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By: Kahuna Tuna http://www.baseball-reference.com/blog/archives/8708/comment-page-1#comment-61044 Fri, 15 Oct 2010 21:29:57 +0000 http://www.baseball-reference.com/blog/?p=8708#comment-61044 Halladay against the Giants, career: 0-2, 7.23 ERA.

Sure, I know it's only three starts. Still . . .

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By: Lawrence Azrin http://www.baseball-reference.com/blog/archives/8708/comment-page-1#comment-61013 Fri, 15 Oct 2010 17:50:42 +0000 http://www.baseball-reference.com/blog/?p=8708#comment-61013 #38/birtelcom Says: "Lawrence: Matty's spectacular 1905 World Series (three shutouts in the five game Series) still comes up pretty darn well with Game Score."

Yes, Matty still looks great on Games Scores, but he'd look even greater if K's were adjusted by era: in 1905, NL pitchers had 3.7 K/9 innings, in 2010 they had 7.4 K/9 innings; exactly twice the rate of 1905. Double the K's and Matty's GS's would be somwhat comparable to the GS of Halladay and Lincecum. I know you can't do this for all pitchers, but it helps in specific game-to-game comparisons. I am also aware that the hit, walk, and run rates also vary (but not as much as the K's).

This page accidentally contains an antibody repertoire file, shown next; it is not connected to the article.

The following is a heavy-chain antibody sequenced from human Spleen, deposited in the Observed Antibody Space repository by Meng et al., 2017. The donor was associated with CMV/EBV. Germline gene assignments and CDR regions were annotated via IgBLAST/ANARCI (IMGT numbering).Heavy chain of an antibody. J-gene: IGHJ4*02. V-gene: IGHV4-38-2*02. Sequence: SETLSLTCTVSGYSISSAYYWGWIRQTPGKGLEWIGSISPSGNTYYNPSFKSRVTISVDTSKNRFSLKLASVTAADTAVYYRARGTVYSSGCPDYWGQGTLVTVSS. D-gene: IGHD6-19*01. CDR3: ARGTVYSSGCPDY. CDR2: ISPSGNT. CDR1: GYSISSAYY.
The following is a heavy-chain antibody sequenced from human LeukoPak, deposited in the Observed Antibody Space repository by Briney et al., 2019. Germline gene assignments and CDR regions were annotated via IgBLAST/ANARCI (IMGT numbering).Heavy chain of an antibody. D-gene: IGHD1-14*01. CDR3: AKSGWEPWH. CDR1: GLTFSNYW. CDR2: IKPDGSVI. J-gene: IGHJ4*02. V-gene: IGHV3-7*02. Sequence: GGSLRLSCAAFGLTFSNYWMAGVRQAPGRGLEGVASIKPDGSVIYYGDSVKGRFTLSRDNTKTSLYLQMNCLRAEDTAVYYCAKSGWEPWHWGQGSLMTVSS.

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By: birtelcom http://www.baseball-reference.com/blog/archives/8708/comment-page-1#comment-61003 Fri, 15 Oct 2010 17:20:26 +0000 http://www.baseball-reference.com/blog/?p=8708#comment-61003 Lawrence: Matty's spectacular 1905 World Series (three shutouts in the five game Series) still comes up pretty darn well with Game Score. Despite the much longer post-seasons these days, he is still, 105 years later, the only pitcher to have three games with a Game Score over 80 in one post-season. The only pitcher with more than three post-season Game Scores over 80 in his career is Bob Gibson with four.

It was after all,a pretty good time for pitchers generally (including for Game Scores) back in 1905. The finals scores of the two World Series games Matty didn't pitch were 1-0 and 3-0. C. Bender pitching for the A's also had a 80+ Game Score in the 05 World Series, and this is the only World Series in which four starts had Games Scores over 80 (there were three such starts in each of the 1917, 1967 and 1971 World Series)

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By: Lawrence Azrin http://www.baseball-reference.com/blog/archives/8708/comment-page-1#comment-60984 Fri, 15 Oct 2010 15:58:00 +0000 http://www.baseball-reference.com/blog/?p=8708#comment-60984 #33/Anthony - "If Game Stat isn't perfect, as many of you have said, then what's the point?"